Frequently Asked Bankruptcy Questions

  • 1. What are the advantages of bankruptcy?
    Once discharged through bankruptcy your debts are erased; in other words you are no longer responsible for paying them.
  • 2. What about my credit?
    The fact is that when lenders or other creditors review your credit report they rank bankruptcy as the worst.
  • 3. How long do I have to wait to rebuild my credit?
    You can rebuild your credit immediately with a secured loan or credit card. In fact you can even obtain these items while going through the bankruptcy process.
  • 4. How long does it take before my debts are discharged?
    Chapter 7 takes between three to eight months;

    Chapter 13 can take several months while trying to get your repayment plan approved. However, the actual discharge is not final until you've met the payment plan requirements, which take from 36 to 60 months to complete.
  • 5. How long until my credit gets back to the point where I might hope to get a regular credit card or mortgage?
    Rebuilding credit depends on how aggressively you try to get back on track, but don't figure less than one to three years. Remember, you can always get a secured credit card or a mortgage with a low loan to value (LTV) and high interest rate, sometimes even still in the middle of a bankruptcy.
  • 6. How would I know if Chapter 7 is right for my situation?
    If you have very few assets with no property and your assets can be exempted then Chapter 7 may be right for you as long as you have no other obligations such as court ordered alimony, child support payments, criminal restitution, non-dischargeable taxes, or student loans (list of non-dischargeable items). Many national creditors prefer that you file Chapter 7 if they cannot recover at least 50 cents on the dollar.
  • 7. Which bankruptcy chapter is the least expensive?
    Chapter 7 is the least expensive because you do not have to pay off the debts. The next least expensive is Chapter 13, where you repay about 10 cents on the dollar.
  • 8. Can I pick and choose which assets to put into a personal bankruptcy?
    No. Every asset you own must be included in the filing. After filing you may choose to exempt some of your assets.
  • 9. So I exempted my vehicle, what happens to it?
    You didn't actually exempt the vehicle (or any asset); you really only exempted the equity (if any) in the asset. So, if you have a loan for $17,000 on a vehicle worth $20,000, then you exempt $3,000. However, this does not mean you get to keep the car free. You only keep the vehicle if you make payments on it.
    On the other hand, if the situation was reversed and you owed $20,000 on a vehicle worth only $17,000, then you could choose to simply give the vehicle back and owe nothing. One of the advantages to filing bankruptcy.
  • 10. What does reaffirm mean?
    You become personally liable for the debt again. For instance, in the vehicle example above if you kept the car and made payments, the creditor would probably want you to sign a new contract (reaffirm) for the vehicle.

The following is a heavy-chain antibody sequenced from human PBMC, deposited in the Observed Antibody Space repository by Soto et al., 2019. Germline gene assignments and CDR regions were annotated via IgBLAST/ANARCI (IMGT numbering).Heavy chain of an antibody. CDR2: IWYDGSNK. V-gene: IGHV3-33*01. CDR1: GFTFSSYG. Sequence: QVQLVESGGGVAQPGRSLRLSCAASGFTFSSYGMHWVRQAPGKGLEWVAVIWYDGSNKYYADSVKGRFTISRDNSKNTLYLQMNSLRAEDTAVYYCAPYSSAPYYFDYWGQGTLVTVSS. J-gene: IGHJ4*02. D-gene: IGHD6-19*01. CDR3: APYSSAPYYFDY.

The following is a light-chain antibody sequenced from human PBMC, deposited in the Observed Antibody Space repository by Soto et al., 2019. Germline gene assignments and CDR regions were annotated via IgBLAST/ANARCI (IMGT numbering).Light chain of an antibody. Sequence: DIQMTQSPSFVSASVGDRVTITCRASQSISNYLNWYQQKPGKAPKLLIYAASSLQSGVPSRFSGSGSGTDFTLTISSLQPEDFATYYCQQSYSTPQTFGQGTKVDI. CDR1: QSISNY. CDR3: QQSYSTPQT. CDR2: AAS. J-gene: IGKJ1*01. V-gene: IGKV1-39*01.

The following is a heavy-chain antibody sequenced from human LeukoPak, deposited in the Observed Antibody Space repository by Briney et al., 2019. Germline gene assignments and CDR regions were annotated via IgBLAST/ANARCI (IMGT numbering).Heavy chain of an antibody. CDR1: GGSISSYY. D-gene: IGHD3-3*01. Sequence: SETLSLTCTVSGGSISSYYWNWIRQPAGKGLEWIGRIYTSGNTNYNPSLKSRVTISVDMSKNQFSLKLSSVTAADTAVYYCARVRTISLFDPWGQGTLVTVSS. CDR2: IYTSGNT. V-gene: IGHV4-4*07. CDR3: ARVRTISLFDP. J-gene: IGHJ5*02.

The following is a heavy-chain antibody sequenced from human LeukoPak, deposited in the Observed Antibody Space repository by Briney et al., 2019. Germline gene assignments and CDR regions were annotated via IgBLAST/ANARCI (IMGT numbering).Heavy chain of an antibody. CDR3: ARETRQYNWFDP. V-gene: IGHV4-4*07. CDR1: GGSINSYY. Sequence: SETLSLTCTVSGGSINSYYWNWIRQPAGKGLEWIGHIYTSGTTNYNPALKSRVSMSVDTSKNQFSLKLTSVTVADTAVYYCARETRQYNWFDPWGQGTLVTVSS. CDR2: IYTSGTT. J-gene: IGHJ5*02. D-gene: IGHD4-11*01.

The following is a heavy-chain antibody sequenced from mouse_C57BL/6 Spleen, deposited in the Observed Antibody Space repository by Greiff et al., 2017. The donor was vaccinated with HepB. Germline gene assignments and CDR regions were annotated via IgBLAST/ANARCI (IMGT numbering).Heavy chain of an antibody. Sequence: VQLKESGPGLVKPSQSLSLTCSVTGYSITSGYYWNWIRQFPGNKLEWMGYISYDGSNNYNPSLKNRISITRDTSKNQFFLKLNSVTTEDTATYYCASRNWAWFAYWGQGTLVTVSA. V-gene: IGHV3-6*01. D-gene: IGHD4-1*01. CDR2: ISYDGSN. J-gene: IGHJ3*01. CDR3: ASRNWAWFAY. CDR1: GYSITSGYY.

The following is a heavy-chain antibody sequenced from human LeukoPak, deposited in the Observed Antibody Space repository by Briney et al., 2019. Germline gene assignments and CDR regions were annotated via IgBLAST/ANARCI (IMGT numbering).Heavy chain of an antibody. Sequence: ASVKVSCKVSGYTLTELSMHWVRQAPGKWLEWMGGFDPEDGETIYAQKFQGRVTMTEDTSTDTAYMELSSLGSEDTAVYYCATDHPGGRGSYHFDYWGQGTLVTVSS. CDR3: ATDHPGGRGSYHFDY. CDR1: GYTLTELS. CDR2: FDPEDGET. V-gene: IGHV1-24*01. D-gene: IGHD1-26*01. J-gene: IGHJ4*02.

• 11. What exactly can I exempt?
    It depends on which state you live in. Most states allow the Federal exemptions but also have state exemptions that may be more favorable. See this list of Bankruptcy Exemptions — Federal and State
  • 12. Does my personal bankruptcy affect my corporation?
    No! But your shares go to the trustee and may restrict your voting and transferring privileges.
  • 14. Do I have to appear before a bankruptcy judge?
    No, you will meet with a trustee and your creditors at a meeting called 341.
  • 15. What is the trustee's job?
    Find assets with equity, liquidate them and then pay off the secured creditors. If any money is left then they also pay unsecured creditors based on priority. For a more in-depth explanation, see Chapter 7 "The Role of the Trustee."
  • 16. What if I want to keep some non-exempted assets?
    In most cases, you can buy them back from the trustee.
  • 17. If I change my mind after filing can I get off or stop the bankruptcy?
    Only the judge will decide if it may be dismissed or not. Even if you get the case dismissed your credit report will still show that you filed.
  • 18. After I file bankruptcy can I still workout the non-exempt assets?
    In Chapter 13 you may negotiate with your creditors out of court. In a Chapter 7 you may do a workout if the trustee abandons the property.
  • 19. What does it mean when a trustee abandons property?
    When the liquidation value of an asset cannot pay off the secured creditors, the trustee "abandons" it, or simply gives it back to the debtor. Although you've been discharged from the obligation, if a workout cannot be achieved or payments made, you'll probably lose the property at a foreclosure.
  • 20. I thought bankruptcy stopped foreclosure? Can they still take my house?
    When you file bankruptcy, you receive an "automatic stay" on court actions such as foreclosures and sheriff's sales. A creditor can still go into court and ask the bankruptcy judge for a "relief from stay," and if granted, the creditor can proceed with court action to foreclose.

If you have additional questions, contact us online at The Law Office of John Iaccarino in San Mateo, California.

We are a debt relief agency. We help people file for bankruptcy relief under the Bankruptcy Code.